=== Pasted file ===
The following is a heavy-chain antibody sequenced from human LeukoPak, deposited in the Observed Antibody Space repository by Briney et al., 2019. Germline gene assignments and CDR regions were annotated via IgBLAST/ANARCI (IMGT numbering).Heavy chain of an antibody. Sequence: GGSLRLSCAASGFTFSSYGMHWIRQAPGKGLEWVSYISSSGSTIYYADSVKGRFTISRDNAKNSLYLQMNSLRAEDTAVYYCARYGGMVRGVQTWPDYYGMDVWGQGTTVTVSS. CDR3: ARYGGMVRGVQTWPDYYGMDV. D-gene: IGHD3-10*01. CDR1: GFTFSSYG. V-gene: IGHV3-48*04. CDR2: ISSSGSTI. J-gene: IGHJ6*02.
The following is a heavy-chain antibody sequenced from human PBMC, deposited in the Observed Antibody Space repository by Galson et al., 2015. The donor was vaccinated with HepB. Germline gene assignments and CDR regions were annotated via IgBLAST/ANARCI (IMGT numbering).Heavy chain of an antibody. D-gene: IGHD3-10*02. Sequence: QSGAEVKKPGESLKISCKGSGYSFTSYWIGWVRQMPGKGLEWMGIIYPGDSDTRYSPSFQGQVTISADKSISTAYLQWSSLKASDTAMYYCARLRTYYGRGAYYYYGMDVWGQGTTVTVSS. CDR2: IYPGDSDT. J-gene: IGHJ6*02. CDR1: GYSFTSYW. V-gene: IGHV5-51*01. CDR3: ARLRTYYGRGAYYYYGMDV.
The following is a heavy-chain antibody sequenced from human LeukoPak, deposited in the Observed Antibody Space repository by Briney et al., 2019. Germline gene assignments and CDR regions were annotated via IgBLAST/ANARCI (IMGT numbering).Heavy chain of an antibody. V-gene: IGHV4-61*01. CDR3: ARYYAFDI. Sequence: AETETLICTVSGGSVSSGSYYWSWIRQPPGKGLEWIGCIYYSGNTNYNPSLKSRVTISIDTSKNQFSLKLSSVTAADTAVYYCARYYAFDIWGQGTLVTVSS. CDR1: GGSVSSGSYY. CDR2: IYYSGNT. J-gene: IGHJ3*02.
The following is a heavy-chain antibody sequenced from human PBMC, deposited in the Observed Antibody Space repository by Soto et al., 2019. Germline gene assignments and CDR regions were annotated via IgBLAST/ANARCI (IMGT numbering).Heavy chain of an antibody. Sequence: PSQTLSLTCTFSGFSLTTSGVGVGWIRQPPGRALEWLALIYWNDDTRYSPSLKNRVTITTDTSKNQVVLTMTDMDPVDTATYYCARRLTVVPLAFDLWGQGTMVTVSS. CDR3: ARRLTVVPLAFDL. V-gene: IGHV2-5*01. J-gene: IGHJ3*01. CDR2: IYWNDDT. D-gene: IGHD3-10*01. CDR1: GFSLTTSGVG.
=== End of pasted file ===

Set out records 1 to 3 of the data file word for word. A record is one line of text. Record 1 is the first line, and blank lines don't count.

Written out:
The following is a heavy-chain antibody sequenced from human LeukoPak, deposited in the Observed Antibody Space repository by Briney et al., 2019. Germline gene assignments and CDR regions were annotated via IgBLAST/ANARCI (IMGT numbering).Heavy chain of an antibody. Sequence: GGSLRLSCAASGFTFSSYGMHWIRQAPGKGLEWVSYISSSGSTIYYADSVKGRFTISRDNAKNSLYLQMNSLRAEDTAVYYCARYGGMVRGVQTWPDYYGMDVWGQGTTVTVSS. CDR3: ARYGGMVRGVQTWPDYYGMDV. D-gene: IGHD3-10*01. CDR1: GFTFSSYG. V-gene: IGHV3-48*04. CDR2: ISSSGSTI. J-gene: IGHJ6*02.
The following is a heavy-chain antibody sequenced from human PBMC, deposited in the Observed Antibody Space repository by Galson et al., 2015. The donor was vaccinated with HepB. Germline gene assignments and CDR regions were annotated via IgBLAST/ANARCI (IMGT numbering).Heavy chain of an antibody. D-gene: IGHD3-10*02. Sequence: QSGAEVKKPGESLKISCKGSGYSFTSYWIGWVRQMPGKGLEWMGIIYPGDSDTRYSPSFQGQVTISADKSISTAYLQWSSLKASDTAMYYCARLRTYYGRGAYYYYGMDVWGQGTTVTVSS. CDR2: IYPGDSDT. J-gene: IGHJ6*02. CDR1: GYSFTSYW. V-gene: IGHV5-51*01. CDR3: ARLRTYYGRGAYYYYGMDV.
The following is a heavy-chain antibody sequenced from human LeukoPak, deposited in the Observed Antibody Space repository by Briney et al., 2019. Germline gene assignments and CDR regions were annotated via IgBLAST/ANARCI (IMGT numbering).Heavy chain of an antibody. V-gene: IGHV4-61*01. CDR3: ARYYAFDI. Sequence: AETETLICTVSGGSVSSGSYYWSWIRQPPGKGLEWIGCIYYSGNTNYNPSLKSRVTISIDTSKNQFSLKLSSVTAADTAVYYCARYYAFDIWGQGTLVTVSS. CDR1: GGSVSSGSYY. CDR2: IYYSGNT. J-gene: IGHJ3*02.